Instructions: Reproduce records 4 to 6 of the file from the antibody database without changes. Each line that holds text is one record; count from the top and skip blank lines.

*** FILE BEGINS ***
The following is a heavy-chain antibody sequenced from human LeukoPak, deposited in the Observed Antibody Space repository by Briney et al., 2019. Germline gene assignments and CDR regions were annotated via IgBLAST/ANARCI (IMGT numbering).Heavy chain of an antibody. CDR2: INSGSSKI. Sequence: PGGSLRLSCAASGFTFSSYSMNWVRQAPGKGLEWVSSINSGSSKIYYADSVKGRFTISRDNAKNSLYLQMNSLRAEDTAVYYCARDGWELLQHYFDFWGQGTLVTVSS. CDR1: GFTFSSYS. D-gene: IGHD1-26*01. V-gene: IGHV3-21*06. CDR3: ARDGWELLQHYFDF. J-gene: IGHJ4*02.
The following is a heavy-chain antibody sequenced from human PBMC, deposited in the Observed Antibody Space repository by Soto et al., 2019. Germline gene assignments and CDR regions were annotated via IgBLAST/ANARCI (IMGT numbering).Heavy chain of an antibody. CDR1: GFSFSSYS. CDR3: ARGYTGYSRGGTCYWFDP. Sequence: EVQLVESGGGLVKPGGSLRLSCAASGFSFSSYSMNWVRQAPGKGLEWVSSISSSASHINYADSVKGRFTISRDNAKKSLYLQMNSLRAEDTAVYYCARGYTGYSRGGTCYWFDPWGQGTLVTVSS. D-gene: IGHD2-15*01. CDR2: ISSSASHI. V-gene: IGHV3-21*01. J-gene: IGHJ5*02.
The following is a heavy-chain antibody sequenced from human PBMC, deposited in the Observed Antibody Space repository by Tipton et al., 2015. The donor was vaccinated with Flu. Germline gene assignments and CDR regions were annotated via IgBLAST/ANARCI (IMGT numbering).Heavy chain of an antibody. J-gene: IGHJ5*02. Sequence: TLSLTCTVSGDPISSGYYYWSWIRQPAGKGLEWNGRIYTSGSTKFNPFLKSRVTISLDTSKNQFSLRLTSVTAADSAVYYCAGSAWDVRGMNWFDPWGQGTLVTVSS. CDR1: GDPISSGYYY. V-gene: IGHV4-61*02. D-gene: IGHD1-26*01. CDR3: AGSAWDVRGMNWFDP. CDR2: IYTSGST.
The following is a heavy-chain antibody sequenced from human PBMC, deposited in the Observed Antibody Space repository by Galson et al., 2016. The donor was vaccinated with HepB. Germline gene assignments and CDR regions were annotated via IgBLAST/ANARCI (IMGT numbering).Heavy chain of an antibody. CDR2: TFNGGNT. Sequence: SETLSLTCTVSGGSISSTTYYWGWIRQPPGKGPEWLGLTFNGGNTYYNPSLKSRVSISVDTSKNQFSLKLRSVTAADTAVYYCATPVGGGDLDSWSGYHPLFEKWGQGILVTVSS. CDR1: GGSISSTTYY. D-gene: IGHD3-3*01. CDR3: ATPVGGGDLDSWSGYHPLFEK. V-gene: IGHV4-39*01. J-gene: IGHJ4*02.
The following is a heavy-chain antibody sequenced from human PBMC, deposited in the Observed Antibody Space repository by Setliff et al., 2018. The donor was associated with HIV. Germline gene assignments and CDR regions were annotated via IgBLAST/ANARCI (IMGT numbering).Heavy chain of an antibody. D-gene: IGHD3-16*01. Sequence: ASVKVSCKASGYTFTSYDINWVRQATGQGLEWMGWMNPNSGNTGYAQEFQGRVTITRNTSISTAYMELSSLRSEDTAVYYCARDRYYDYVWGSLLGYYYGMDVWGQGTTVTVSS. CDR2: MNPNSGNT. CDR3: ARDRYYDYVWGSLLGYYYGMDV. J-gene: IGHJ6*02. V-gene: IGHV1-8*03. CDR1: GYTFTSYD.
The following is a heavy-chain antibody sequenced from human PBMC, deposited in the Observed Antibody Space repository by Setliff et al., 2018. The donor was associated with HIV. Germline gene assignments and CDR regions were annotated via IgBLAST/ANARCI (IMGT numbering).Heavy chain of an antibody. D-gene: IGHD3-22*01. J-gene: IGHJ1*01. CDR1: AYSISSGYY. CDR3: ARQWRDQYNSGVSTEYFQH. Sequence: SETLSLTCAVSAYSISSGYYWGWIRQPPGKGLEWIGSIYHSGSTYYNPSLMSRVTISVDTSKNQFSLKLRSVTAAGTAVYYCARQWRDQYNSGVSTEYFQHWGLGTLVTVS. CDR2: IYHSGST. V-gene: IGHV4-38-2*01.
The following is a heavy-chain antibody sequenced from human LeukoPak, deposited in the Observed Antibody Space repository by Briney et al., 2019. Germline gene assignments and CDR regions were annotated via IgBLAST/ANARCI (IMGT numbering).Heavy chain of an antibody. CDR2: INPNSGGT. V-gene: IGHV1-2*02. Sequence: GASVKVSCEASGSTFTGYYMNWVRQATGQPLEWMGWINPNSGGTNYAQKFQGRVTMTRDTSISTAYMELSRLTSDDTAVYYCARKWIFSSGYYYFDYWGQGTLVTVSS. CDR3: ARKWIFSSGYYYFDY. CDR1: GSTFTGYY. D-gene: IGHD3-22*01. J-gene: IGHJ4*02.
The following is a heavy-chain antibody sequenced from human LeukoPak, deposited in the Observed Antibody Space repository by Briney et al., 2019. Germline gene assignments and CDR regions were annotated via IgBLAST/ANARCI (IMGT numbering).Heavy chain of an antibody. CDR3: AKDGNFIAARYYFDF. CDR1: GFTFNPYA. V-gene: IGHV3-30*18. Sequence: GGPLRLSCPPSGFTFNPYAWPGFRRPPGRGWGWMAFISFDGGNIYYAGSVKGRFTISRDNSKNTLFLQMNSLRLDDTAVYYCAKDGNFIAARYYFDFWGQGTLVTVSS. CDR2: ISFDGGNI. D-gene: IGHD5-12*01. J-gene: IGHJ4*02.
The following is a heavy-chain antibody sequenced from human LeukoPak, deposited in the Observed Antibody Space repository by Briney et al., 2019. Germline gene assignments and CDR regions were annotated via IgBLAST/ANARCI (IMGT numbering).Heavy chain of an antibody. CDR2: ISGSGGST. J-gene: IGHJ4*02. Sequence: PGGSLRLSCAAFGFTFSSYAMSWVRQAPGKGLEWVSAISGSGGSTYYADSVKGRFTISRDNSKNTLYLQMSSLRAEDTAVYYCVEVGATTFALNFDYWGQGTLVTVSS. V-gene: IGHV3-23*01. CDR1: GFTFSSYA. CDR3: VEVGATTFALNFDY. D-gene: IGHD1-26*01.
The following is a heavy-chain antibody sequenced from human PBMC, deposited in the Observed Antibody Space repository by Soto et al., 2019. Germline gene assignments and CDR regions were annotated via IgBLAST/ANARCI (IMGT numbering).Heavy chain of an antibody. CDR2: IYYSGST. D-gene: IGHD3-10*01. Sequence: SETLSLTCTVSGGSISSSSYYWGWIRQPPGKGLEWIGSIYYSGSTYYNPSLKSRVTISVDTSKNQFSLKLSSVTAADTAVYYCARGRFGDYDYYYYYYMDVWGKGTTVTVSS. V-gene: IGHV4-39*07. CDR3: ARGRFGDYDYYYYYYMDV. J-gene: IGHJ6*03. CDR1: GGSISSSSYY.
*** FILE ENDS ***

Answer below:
The following is a heavy-chain antibody sequenced from human PBMC, deposited in the Observed Antibody Space repository by Galson et al., 2016. The donor was vaccinated with HepB. Germline gene assignments and CDR regions were annotated via IgBLAST/ANARCI (IMGT numbering).Heavy chain of an antibody. CDR2: TFNGGNT. Sequence: SETLSLTCTVSGGSISSTTYYWGWIRQPPGKGPEWLGLTFNGGNTYYNPSLKSRVSISVDTSKNQFSLKLRSVTAADTAVYYCATPVGGGDLDSWSGYHPLFEKWGQGILVTVSS. CDR1: GGSISSTTYY. D-gene: IGHD3-3*01. CDR3: ATPVGGGDLDSWSGYHPLFEK. V-gene: IGHV4-39*01. J-gene: IGHJ4*02.
The following is a heavy-chain antibody sequenced from human PBMC, deposited in the Observed Antibody Space repository by Setliff et al., 2018. The donor was associated with HIV. Germline gene assignments and CDR regions were annotated via IgBLAST/ANARCI (IMGT numbering).Heavy chain of an antibody. D-gene: IGHD3-16*01. Sequence: ASVKVSCKASGYTFTSYDINWVRQATGQGLEWMGWMNPNSGNTGYAQEFQGRVTITRNTSISTAYMELSSLRSEDTAVYYCARDRYYDYVWGSLLGYYYGMDVWGQGTTVTVSS. CDR2: MNPNSGNT. CDR3: ARDRYYDYVWGSLLGYYYGMDV. J-gene: IGHJ6*02. V-gene: IGHV1-8*03. CDR1: GYTFTSYD.
The following is a heavy-chain antibody sequenced from human PBMC, deposited in the Observed Antibody Space repository by Setliff et al., 2018. The donor was associated with HIV. Germline gene assignments and CDR regions were annotated via IgBLAST/ANARCI (IMGT numbering).Heavy chain of an antibody. D-gene: IGHD3-22*01. J-gene: IGHJ1*01. CDR1: AYSISSGYY. CDR3: ARQWRDQYNSGVSTEYFQH. Sequence: SETLSLTCAVSAYSISSGYYWGWIRQPPGKGLEWIGSIYHSGSTYYNPSLMSRVTISVDTSKNQFSLKLRSVTAAGTAVYYCARQWRDQYNSGVSTEYFQHWGLGTLVTVS. CDR2: IYHSGST. V-gene: IGHV4-38-2*01.